Guru, Not Rock Star

  • Hugh Penri-Williams
  • Infosecurity
  • April 2009

I have a confession to make. Bruce is one of my heroes, so perhaps I shouldn’t be writing this review. Now it’s public knowledge—I am openly biased. However, it is a double-edged sword. Whilst I am the first to refer in glowing terms to Bruce’s writings on virtually every occasion that I’ve given my own presentations around the globe, I have to admit that hearing him in the flesh is just not the same experience.

I must hasten to note that this is an unfortunate phenomenon applicable to many in our select profession. Very few are able to hold an audience and simultaneously convey enough gravitas. Well, there goes any chance of Bruce ever talking to me again, let alone signing his book for my collection.

This latest opus, based on his Schneier on Security blog and newsletter, continues the thrust from his excellent Beyond Fear (a must-read for getting into the spirit of his approach before delving into his newsletter and blog) that primarily focused on security being a process, not a product, security trade-offs and the behavioural and psychological factors of security—concepts recognised in some of Infosecurity‘s articles.

So, despite the introductory caveats, I hope my enthusiastic endorsement will, after all, still carry some weight with you, the reader, and even—forgivingly—with Bruce himself.

This collection of prodigious writings spans the post-9/11 world. Entries are very wide-ranging and annotated, where necessary, with relevant updates. Refreshingly, beyond the traditional galaxy of identity management, privacy, software quality (clearly an oxymoron), and PC security, they include surprising subjects like voting technology, the death of the ephemeral conversation and security at the Olympics. In total, the book covers over 120 topics in 12 chapters, supported by 50 pages of references and a 15-page index.

His introduction emphasizes four essential points: 1. Security is a trade-off. 2. You are a security consumer. 3. Security is a system. 4. Technology causes security imbalances.

It is correctly stressed that you can read the items in practically any sequence. Some are as relevant now as they were in their day—topics that simply refuse to go away or rather will continue to haunt us for a long time to come.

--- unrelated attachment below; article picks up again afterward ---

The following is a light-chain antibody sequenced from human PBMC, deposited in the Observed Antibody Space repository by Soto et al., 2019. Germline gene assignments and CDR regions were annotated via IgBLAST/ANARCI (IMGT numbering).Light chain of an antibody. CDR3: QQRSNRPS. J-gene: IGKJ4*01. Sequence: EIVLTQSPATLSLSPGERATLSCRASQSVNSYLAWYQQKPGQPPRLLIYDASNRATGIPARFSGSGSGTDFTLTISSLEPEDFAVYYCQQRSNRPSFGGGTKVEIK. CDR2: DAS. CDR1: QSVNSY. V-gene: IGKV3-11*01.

What does it all boil down to? Schneier’s greatest virtue, I believe, is to make you think profoundly about the true value—or not—of the majority of security measures by laying bare their inconsistencies, impracticalities, wastefulness and sheer futility. Only then can you get to grips with the reality needed to combat this—often literally—life and death issue. Many of our (re)actions are precisely what terrorists want us to do: behave in a terrorized instead of rational fashion.

His portrait on the book’s flysheet—a steely blue, piercing stare against a faint backdrop of a horde of PC satchel toting commuters, marching in the opposite direction—is (unintentionally?) perfectly indicative of his individual wit, insight and anti-herd instinctive approach.

It also carries some rousing epithets. “The closest the security industry has to a rock star” from The Register, is laying it on a bit thick I feel, especially with respect to my earlier remarks about his on-stage ‘presence.’ I do however definitely concur with The Economist labelling him a “Security guru.”

We could very well do with more Bruce Schneiers to advance the passionate cause for rational thinking aimed at truly coping in an effective manner with security issues instead of the all too prevalent ‘security theatre’ so much and so often rightly maligned by him.

Categories: Book Reviews, Schneier on Security, Text

Sidebar photo of Bruce Schneier by Joe MacInnis.